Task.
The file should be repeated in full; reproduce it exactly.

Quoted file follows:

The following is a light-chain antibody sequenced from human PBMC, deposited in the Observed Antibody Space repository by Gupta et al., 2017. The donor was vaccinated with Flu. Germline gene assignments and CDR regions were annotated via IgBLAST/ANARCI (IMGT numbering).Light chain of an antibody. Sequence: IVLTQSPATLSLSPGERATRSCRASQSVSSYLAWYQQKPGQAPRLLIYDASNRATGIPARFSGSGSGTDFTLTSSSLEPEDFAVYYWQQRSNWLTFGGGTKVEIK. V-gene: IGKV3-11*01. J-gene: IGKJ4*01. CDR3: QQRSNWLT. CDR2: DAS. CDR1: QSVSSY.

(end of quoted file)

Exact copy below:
The following is a light-chain antibody sequenced from human PBMC, deposited in the Observed Antibody Space repository by Gupta et al., 2017. The donor was vaccinated with Flu. Germline gene assignments and CDR regions were annotated via IgBLAST/ANARCI (IMGT numbering).Light chain of an antibody. Sequence: IVLTQSPATLSLSPGERATRSCRASQSVSSYLAWYQQKPGQAPRLLIYDASNRATGIPARFSGSGSGTDFTLTSSSLEPEDFAVYYWQQRSNWLTFGGGTKVEIK. V-gene: IGKV3-11*01. J-gene: IGKJ4*01. CDR3: QQRSNWLT. CDR2: DAS. CDR1: QSVSSY.